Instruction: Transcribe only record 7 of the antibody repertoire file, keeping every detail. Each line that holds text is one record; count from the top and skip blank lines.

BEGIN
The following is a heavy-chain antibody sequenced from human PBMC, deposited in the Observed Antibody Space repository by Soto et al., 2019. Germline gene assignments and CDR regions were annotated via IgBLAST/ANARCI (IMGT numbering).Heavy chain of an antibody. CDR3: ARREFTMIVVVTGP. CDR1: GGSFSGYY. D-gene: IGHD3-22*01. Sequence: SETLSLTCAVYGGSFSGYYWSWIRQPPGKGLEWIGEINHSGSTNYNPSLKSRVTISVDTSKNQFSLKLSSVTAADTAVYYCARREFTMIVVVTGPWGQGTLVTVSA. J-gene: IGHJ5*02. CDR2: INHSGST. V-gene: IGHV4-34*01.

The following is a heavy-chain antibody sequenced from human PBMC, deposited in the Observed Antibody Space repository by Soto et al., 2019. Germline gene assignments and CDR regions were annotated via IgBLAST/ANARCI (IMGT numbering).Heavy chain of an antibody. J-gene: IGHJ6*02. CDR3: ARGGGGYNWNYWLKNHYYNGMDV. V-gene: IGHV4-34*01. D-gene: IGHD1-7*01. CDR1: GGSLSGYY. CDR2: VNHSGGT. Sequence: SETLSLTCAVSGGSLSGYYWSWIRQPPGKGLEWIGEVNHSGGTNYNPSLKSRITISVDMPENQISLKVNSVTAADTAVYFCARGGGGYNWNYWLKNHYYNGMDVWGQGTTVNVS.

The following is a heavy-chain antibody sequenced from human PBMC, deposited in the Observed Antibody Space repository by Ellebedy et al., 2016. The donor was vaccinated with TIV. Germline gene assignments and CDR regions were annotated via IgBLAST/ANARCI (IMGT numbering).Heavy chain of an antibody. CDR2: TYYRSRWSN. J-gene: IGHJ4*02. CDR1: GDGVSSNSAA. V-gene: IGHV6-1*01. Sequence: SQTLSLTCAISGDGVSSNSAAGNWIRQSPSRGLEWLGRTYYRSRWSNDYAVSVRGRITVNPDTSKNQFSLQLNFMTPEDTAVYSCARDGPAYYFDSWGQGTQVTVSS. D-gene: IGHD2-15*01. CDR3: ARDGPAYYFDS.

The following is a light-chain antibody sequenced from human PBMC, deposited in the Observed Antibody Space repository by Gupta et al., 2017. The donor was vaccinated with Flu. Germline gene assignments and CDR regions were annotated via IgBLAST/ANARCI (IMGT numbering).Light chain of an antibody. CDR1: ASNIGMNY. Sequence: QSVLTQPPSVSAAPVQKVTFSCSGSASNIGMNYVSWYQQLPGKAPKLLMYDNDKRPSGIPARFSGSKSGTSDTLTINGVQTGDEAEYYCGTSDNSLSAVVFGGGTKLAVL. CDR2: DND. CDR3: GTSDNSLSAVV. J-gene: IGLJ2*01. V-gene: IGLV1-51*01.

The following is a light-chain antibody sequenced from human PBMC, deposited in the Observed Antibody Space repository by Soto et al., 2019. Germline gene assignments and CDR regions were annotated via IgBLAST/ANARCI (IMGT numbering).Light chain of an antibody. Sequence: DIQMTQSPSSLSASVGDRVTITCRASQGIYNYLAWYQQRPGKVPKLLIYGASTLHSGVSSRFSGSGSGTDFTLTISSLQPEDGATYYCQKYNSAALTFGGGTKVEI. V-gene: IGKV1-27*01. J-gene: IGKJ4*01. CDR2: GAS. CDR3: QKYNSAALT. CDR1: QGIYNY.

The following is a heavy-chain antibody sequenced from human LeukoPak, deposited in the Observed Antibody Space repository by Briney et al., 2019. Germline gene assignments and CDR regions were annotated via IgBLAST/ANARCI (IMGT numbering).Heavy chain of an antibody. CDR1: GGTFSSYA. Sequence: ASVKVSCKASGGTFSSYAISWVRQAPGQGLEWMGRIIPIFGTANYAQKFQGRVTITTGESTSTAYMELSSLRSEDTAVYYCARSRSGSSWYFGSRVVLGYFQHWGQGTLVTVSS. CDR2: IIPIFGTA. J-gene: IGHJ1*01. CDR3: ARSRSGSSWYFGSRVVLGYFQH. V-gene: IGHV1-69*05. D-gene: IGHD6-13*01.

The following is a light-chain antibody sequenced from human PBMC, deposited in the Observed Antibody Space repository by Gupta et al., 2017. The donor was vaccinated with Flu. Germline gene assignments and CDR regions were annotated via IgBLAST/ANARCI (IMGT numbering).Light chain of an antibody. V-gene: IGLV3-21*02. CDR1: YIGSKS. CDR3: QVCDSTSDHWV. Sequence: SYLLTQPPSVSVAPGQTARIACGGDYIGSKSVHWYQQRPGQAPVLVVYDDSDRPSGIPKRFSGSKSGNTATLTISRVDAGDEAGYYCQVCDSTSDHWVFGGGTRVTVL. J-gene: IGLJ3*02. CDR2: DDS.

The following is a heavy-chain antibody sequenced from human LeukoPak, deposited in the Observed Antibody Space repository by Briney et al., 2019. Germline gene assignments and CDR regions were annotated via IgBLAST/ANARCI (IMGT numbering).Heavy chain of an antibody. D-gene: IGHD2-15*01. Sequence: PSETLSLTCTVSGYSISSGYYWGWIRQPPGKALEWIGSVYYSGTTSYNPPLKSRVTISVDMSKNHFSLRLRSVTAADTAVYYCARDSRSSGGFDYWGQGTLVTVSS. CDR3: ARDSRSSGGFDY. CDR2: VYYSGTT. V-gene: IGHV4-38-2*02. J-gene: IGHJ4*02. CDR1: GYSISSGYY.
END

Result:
The following is a light-chain antibody sequenced from human PBMC, deposited in the Observed Antibody Space repository by Gupta et al., 2017. The donor was vaccinated with Flu. Germline gene assignments and CDR regions were annotated via IgBLAST/ANARCI (IMGT numbering).Light chain of an antibody. V-gene: IGLV3-21*02. CDR1: YIGSKS. CDR3: QVCDSTSDHWV. Sequence: SYLLTQPPSVSVAPGQTARIACGGDYIGSKSVHWYQQRPGQAPVLVVYDDSDRPSGIPKRFSGSKSGNTATLTISRVDAGDEAGYYCQVCDSTSDHWVFGGGTRVTVL. J-gene: IGLJ3*02. CDR2: DDS.